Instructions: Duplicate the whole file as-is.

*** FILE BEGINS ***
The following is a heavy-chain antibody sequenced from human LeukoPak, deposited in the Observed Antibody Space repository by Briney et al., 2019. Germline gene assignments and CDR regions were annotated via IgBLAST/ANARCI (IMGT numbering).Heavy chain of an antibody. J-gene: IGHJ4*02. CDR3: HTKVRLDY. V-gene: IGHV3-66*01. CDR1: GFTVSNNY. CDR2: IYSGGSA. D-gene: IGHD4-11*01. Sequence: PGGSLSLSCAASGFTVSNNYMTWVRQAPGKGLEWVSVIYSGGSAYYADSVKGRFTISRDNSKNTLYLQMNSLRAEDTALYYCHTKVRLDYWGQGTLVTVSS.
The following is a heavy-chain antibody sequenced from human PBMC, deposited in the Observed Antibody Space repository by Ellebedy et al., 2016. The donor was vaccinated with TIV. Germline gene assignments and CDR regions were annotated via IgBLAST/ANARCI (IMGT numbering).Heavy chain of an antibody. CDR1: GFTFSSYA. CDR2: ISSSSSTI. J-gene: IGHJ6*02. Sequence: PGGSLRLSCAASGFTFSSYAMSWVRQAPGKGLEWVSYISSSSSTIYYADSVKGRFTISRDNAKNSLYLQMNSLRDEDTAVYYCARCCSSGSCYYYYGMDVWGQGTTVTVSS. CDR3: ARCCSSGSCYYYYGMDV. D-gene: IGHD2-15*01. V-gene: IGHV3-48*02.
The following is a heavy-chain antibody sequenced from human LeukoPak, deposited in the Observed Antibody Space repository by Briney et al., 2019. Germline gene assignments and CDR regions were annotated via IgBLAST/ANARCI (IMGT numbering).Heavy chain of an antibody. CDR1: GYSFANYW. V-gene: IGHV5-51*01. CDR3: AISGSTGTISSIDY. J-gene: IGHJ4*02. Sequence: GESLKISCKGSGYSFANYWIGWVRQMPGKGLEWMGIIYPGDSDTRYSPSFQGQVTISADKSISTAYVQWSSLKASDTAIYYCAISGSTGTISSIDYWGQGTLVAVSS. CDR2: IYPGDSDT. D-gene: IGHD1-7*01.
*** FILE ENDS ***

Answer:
The following is a heavy-chain antibody sequenced from human LeukoPak, deposited in the Observed Antibody Space repository by Briney et al., 2019. Germline gene assignments and CDR regions were annotated via IgBLAST/ANARCI (IMGT numbering).Heavy chain of an antibody. J-gene: IGHJ4*02. CDR3: HTKVRLDY. V-gene: IGHV3-66*01. CDR1: GFTVSNNY. CDR2: IYSGGSA. D-gene: IGHD4-11*01. Sequence: PGGSLSLSCAASGFTVSNNYMTWVRQAPGKGLEWVSVIYSGGSAYYADSVKGRFTISRDNSKNTLYLQMNSLRAEDTALYYCHTKVRLDYWGQGTLVTVSS.
The following is a heavy-chain antibody sequenced from human PBMC, deposited in the Observed Antibody Space repository by Ellebedy et al., 2016. The donor was vaccinated with TIV. Germline gene assignments and CDR regions were annotated via IgBLAST/ANARCI (IMGT numbering).Heavy chain of an antibody. CDR1: GFTFSSYA. CDR2: ISSSSSTI. J-gene: IGHJ6*02. Sequence: PGGSLRLSCAASGFTFSSYAMSWVRQAPGKGLEWVSYISSSSSTIYYADSVKGRFTISRDNAKNSLYLQMNSLRDEDTAVYYCARCCSSGSCYYYYGMDVWGQGTTVTVSS. CDR3: ARCCSSGSCYYYYGMDV. D-gene: IGHD2-15*01. V-gene: IGHV3-48*02.
The following is a heavy-chain antibody sequenced from human LeukoPak, deposited in the Observed Antibody Space repository by Briney et al., 2019. Germline gene assignments and CDR regions were annotated via IgBLAST/ANARCI (IMGT numbering).Heavy chain of an antibody. CDR1: GYSFANYW. V-gene: IGHV5-51*01. CDR3: AISGSTGTISSIDY. J-gene: IGHJ4*02. Sequence: GESLKISCKGSGYSFANYWIGWVRQMPGKGLEWMGIIYPGDSDTRYSPSFQGQVTISADKSISTAYVQWSSLKASDTAIYYCAISGSTGTISSIDYWGQGTLVAVSS. CDR2: IYPGDSDT. D-gene: IGHD1-7*01.